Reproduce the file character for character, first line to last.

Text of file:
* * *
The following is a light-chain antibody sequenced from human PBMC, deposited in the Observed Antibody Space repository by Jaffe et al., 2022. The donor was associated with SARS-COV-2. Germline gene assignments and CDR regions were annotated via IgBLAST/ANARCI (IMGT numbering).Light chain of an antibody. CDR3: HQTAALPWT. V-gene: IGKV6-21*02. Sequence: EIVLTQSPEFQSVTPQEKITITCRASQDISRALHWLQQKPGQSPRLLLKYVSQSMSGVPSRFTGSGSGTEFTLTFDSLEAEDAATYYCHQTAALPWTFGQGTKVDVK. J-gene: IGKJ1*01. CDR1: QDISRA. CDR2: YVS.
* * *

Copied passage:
The following is a light-chain antibody sequenced from human PBMC, deposited in the Observed Antibody Space repository by Jaffe et al., 2022. The donor was associated with SARS-COV-2. Germline gene assignments and CDR regions were annotated via IgBLAST/ANARCI (IMGT numbering).Light chain of an antibody. CDR3: HQTAALPWT. V-gene: IGKV6-21*02. Sequence: EIVLTQSPEFQSVTPQEKITITCRASQDISRALHWLQQKPGQSPRLLLKYVSQSMSGVPSRFTGSGSGTEFTLTFDSLEAEDAATYYCHQTAALPWTFGQGTKVDVK. J-gene: IGKJ1*01. CDR1: QDISRA. CDR2: YVS.